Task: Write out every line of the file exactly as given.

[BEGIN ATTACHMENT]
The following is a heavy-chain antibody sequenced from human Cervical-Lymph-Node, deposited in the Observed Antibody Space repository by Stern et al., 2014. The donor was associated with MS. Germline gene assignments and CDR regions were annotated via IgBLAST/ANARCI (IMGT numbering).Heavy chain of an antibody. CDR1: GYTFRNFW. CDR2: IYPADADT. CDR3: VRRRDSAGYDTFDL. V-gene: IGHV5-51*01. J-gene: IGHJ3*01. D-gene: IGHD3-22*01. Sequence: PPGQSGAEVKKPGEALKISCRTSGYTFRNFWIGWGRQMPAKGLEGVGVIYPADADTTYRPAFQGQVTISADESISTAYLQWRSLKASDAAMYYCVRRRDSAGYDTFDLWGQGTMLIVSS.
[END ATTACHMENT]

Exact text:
The following is a heavy-chain antibody sequenced from human Cervical-Lymph-Node, deposited in the Observed Antibody Space repository by Stern et al., 2014. The donor was associated with MS. Germline gene assignments and CDR regions were annotated via IgBLAST/ANARCI (IMGT numbering).Heavy chain of an antibody. CDR1: GYTFRNFW. CDR2: IYPADADT. CDR3: VRRRDSAGYDTFDL. V-gene: IGHV5-51*01. J-gene: IGHJ3*01. D-gene: IGHD3-22*01. Sequence: PPGQSGAEVKKPGEALKISCRTSGYTFRNFWIGWGRQMPAKGLEGVGVIYPADADTTYRPAFQGQVTISADESISTAYLQWRSLKASDAAMYYCVRRRDSAGYDTFDLWGQGTMLIVSS.